Wednesday, August 13, 2014

After PGA Championship, McIlroy and Fowler are 2014 Winners

NY Daily News
It was at the beginning of the 2013 PGA Tour schedule when Rory McIlroy signed his massive $200 million long-term deal with Nike. By the end of the year, McIlroy had gone winless and there were rumblings that the deal was a bust. 

Some cited the new club manufacturer as a source of the struggles; some cited his then-relationship with Caroline Wozniacki. A little patience was all that was needed, though. Because in 2014, McIlroy is asserting himself as the top golfer in the world. And he looks to have gained the killer instinct it takes to win majors.

The 25-year-old Northern Irishman hoisted the PGA Championship trophy high over his head after carding a 16-under (268) to beat Phil Mickelson by one stroke. It was his fourth career major and second this season (British Open). McIlroy needs only The Masters to complete the career grand slam. 

En route to the victory Sunday, McIlroy showed the killer instinct in the heat of a four-way battle between himself, Mickelson, Rickie Fowler and Henrik Stenson. At one point nearing the end of his round, he drilled his drive and didn’t even bother looking at, knowing it was perfect, just picking up his tee and beginning a determined walk down the fairway. 

During the back-nine, always-colorful golf analyst David Feherty called McIlroy a “baby-faced assassin.” He showed flashes of Woodsian determination, the kind that takes a player from thinking ‘hey, I can win this thing’ to ‘I’m winning this, now move out of my way.’ The kind that makes other players hope he’s taking the week off.

Of course, Tiger Woods has 14 major titles to his name, and speculating whether or not McIlroy will get there is simply impossible. Remember when we tried to pinpoint how many majors Woods would pass Jack Nicklaus by? Yea, that went well.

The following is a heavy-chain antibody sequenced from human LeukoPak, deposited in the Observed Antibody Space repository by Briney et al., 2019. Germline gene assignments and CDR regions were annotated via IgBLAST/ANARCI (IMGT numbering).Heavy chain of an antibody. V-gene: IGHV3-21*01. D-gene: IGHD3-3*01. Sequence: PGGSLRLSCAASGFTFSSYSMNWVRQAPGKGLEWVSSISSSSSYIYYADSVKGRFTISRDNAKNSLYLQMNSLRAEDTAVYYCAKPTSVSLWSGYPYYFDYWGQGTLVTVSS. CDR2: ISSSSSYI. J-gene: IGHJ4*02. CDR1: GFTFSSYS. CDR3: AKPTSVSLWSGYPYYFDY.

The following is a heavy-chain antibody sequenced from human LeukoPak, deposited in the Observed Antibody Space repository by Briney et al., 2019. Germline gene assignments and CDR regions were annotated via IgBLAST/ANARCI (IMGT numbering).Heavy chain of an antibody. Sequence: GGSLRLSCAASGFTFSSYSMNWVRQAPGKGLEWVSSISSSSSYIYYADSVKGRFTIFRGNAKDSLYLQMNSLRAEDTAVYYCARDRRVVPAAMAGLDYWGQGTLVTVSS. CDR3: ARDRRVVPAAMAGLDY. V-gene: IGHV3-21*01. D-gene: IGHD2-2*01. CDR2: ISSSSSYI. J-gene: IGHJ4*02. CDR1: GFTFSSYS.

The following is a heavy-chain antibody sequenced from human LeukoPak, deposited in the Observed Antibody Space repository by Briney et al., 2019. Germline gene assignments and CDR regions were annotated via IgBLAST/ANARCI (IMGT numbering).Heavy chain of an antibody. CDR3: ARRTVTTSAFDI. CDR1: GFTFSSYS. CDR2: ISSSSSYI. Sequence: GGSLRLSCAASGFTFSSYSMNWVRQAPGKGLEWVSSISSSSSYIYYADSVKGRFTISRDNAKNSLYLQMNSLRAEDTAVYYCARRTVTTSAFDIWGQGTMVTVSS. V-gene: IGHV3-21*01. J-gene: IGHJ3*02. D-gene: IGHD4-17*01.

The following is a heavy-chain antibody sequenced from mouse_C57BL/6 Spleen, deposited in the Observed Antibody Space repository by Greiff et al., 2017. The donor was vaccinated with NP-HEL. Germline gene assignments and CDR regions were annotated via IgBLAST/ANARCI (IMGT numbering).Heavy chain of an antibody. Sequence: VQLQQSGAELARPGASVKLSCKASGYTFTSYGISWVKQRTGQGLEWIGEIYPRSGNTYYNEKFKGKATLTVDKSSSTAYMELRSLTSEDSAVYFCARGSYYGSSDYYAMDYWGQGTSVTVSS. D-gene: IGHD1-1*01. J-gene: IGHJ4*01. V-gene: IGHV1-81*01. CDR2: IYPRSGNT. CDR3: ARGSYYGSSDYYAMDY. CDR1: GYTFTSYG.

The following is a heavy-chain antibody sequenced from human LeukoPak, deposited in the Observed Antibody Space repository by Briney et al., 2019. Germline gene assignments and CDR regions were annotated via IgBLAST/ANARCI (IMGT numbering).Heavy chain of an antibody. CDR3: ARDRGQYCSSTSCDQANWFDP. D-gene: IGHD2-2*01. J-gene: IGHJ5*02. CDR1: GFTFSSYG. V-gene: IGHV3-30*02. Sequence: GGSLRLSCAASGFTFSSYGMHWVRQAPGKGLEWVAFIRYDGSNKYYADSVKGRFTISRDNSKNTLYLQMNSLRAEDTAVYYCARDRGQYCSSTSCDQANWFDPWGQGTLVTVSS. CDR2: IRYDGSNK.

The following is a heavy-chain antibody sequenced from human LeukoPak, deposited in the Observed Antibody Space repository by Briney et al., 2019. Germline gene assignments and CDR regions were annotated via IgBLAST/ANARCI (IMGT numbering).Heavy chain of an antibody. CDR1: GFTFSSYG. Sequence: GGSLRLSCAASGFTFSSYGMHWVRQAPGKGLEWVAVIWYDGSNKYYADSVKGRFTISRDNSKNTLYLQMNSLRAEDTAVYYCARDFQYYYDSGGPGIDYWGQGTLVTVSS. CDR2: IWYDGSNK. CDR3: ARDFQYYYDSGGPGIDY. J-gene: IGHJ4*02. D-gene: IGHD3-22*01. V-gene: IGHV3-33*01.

(My question is who will step up to be McIlroy’s arch-rival? Woods had Mickelson. Not only does having that sort of rivalry elevate a player’s game, it gives the good guy vs. bad guy feel that fans want and need. It was always ‘Are you Team Woods or Team Mickelson?’ I guess you could have picked the field, but then you were just doing it to show you could name a third golfer. McIlroy (and the game) could use that sort of sparring partner.)

He already has the marketing power, as seen but his Nike deal at the very least. But with performances like he had at the PGA, McIlroy vaults himself into appointment viewing. Whenever he’s in it on a Sunday, people tune in.

Even with Woods cut before the weekend, the PGA Championship’s ratings on CBS were up 36 percent from 2013, according to And remember, the 2013 was the one that gave the world “Dufnering.” The 6.0 share was the highest since 2009 when Y.E. Yang and Tiger Woods battled down to the wire. 

He’s young. He can dominate. Rory McIlroy is a star.


Has anybody ever had a better season without winning a major championship than Rickie Fowler in 2014? 

With his second-place finish at the PGA Championship Sunday, Fowler became the first player since The Masters became a major in 1934 to finish in the top-five in all four majors without winning. 

Now, I must admit that I’ve had a little Rickie Fowler bias for a while. Back in 2012, I wrote about the things that Fowler brings to the game that very few others bring. Having worked in the golf industry for almost six years myself, I’ve seen the impact that Fowler has had on the game. 

Rant Sports
It would not be far-fetched to say that Fowler has had the second biggest impact on kids under 18 years old behind Tiger Woods. His signature Puma hats are everywhere. He has that “cool factor” that the PGA Tour so desperately tries to reach.

Fowler has perhaps the most natural brand in the game. He doesn’t have to whitewash who he is. He wears bright colors. He posts pictures and videos of himself taking on some extreme sports. He’s exactly what the game needs. Now the game just needs him to win some majors. 

Fowler began working with Butch Harmon, one of the best swing coaches in the game of golf, in December 2011. After undergoing a swing reconstruction, the 25-year-old seems to be back to the kind of game that propelled him to the No. 1 spot in the amateur rankings in 2007 and 2008 and to the PGA Tour Rookie of the Year award in 2010.

With the momentum he built in 2014, Rickie Fowler could be a force to be reckoned with in his Oklahoma State burnt orange on Sundays in 2015.


Kevin Rossi is a senior Drexel Sport Management major with minors in Communications and Business Administration. Since joining the SMTSU, Kevin has worked his way up the ladder to President. Currently, Kevin is serving as the Sports Information Assistant for Drexel Athletics and  intern at Comcast SportsNet in web production. Kevin has writing experience with, The Triangle, Temple University, and various outlets in a freelance capacity. Follow Kevin on Twitter @kevin_rossi.

Connect with Kevin Rossi on LinkedIn.

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